Longshore workers’ right-to-work battle intensifies

Hundreds of longshoremen in the Pacific Northwest temporarily stopped a train headed for the EGT grain terminal at the Port of Longview, Washington as the workers battled for their right to work at the terminal.

Police in riot gear charged the demonstrators, and temporarily detained Bob McEllrath, president of the International Longshore and Warehouse Union. The action took place on Wednesday, August 7 and was the first time since workers blocked another train headed for the terminal in July that an attempt was made to deliver grain to the new terminal.

“EGT’s attempts to undermine the entire grain industry inspired everyone to give up our wages today to support the Longview workers,” Brad Clark, president of ILWU Local 4 which represents longshoremen in nearby Vancouver. “We are sending a message to EGT’s foreign owners that they need to stop their attack on the American grain industry and respect the standards everyone else follows to protect worker safety and working conditions.”

EGT, a multinational company jointly owned by companies in South Korea, Japan, and the US, and ILWU Local 21, which represents Longview longshore workers, are locked in a dispute over the company’s refusal to abide by its contractual obligation to staff its new state-of-the-art grain terminal at the Port of Longview with Local 21 members.

Additionally, ILWU is concerned about the lack of safeguards at the highly automated terminal that put worker safety at risk. Grain terminals are very dangerous places to work, and if the safety concerns are not addressed, the union fears that the unsafe conditions at the EGT terminal will become the industry-wide standard as new grain terminals are built.

The blocking of the 107-car, mile-long train began in the morning when longshoremen from up and down the Pacific Coast gathered on the rail tracks after receiving word that a Burlington Northern Santa Fe train containing a grain shipment would arrive at the EGT terminal.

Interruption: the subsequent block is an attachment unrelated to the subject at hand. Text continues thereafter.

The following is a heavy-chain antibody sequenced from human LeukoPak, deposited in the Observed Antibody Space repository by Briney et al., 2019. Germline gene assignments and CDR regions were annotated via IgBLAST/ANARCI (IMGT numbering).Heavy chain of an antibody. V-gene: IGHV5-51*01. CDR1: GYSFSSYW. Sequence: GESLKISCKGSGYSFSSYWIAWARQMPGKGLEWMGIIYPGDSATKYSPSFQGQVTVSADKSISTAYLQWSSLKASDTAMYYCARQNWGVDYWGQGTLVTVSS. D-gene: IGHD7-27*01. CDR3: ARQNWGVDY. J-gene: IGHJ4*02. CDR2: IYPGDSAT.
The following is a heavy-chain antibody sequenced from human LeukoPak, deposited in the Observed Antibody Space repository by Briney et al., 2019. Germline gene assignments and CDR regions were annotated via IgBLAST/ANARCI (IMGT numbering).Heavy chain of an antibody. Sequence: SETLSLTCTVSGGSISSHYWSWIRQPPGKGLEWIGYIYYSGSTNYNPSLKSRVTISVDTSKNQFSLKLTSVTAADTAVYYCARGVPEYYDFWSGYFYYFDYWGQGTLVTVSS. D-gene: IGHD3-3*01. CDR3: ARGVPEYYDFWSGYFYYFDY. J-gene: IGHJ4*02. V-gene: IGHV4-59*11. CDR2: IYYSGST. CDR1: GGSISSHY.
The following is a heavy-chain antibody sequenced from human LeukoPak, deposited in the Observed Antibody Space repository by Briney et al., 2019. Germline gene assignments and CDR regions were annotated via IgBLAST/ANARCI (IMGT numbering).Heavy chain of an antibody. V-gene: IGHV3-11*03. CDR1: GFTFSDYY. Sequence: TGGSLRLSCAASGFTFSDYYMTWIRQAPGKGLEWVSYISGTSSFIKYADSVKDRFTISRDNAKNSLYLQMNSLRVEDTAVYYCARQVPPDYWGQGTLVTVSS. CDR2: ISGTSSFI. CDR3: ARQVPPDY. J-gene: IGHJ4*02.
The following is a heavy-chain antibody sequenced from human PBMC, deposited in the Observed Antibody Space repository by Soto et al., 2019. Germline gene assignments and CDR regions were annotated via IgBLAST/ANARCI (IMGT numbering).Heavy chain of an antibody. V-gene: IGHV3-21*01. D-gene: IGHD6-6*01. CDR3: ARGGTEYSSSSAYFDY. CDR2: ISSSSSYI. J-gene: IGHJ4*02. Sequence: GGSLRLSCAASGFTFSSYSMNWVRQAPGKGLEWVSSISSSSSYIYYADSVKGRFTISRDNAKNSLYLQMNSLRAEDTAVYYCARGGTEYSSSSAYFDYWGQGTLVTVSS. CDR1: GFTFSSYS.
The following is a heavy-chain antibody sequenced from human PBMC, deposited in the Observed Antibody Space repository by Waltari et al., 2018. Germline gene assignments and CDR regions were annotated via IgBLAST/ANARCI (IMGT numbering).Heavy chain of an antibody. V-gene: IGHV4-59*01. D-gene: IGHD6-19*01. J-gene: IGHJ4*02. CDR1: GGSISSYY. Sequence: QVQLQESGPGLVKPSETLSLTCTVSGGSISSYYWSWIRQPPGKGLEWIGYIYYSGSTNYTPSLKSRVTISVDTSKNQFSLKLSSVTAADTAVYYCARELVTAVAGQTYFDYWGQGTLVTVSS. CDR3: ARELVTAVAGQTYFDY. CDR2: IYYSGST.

The union had stopped a similar shipment in July, and no other grain deliveries have been attempted since. Local 21 has been picketing the terminal.

The train arrived early in the morning and stopped when it saw the longshoremen and supporters on the track. Police in riot gear rushed to the scene to disperse the workers, who stood their ground. A brief scuffled between police and union members broke out when the police tried to arrest McEllrath.

Police temporarily detained McEllrath, but released him when workers protested, and the situation grew tense between the two sides.

The workers’ blockade shut down all train traffic to the Port of Longview and other ports in the Pacific Northwest, but by noon, the workers agreed to allow other trains to proceed if the grain car was parked on a side rail and did not attempt to make a delivery.

The standoff lasted until about 7:15 p.m. when a labor blog called  The Strand  reports that McEllrath told members, “You can get maced and tear-gassed and clubbed (today) or wait for longshore support from all over the West Coast when the next train tries to enter the EGT terminal. If we leave here, it doesn’t mean that we gave up and quit. It means we’re coming back.” Police arrested 16 workers who refused to leave the tracks and three earlier in the day charging them all with trespassing.

The Yakima Herald reports that on the next day, “hundreds of Longshore workers stormed the (terminal), overwhelmed guards and dumped grain.” Leal Sundet, Coast committeeman for the ILWU Coast Longshore Division, however, said that “EGT has employed a professional strike breaker and a labor provocateur to manufacture trouble during peaceful protest, but they can’t change the fact that longshore workers are simply wanting to go to work and do their jobs.”

Over the weekend, ILWU workers received statements of support from the International Longshoremen’s Association, which represents longshore workers on the East Coast, and the International Transportation Federation, a worldwide confederation of transport unions.

“The ILA condemns this aggression against union workers seeking to protect the work that they have performed for over 80 years in the Port of Longview,” said ILA President Harold J. Daggett. “They were peacefully protesting the failure by big grain companies to honor ILWU agreements. I stand with ILWU President (McEllrath) in proclaiming: ‘It shouldn’t be a crime to fight for good jobs in America’.” Daggett said that the ILA would offer any help it could “to make certain ILWU members rights and jobs are protected.”

Meanwhile, the National Labor Relations Board sought an injunction that would halt picketing at the terminal. On Thursday, the judge ruled that picketing could continue with limited numbers. ILWU called the ruling a victory for free speech.

“Union members are pleased with the outcome (of the court hearing) even though they are smarting from false allegations of hostage-taking that were spread in the media throughout the day, an outright lie intended to discredit the union and its
struggle for good jobs for the community,” Sundet said.


One thought on “Longshore workers’ right-to-work battle intensifies

  1. Pingback: Labor News and Notes Round-up | PDF to ePub

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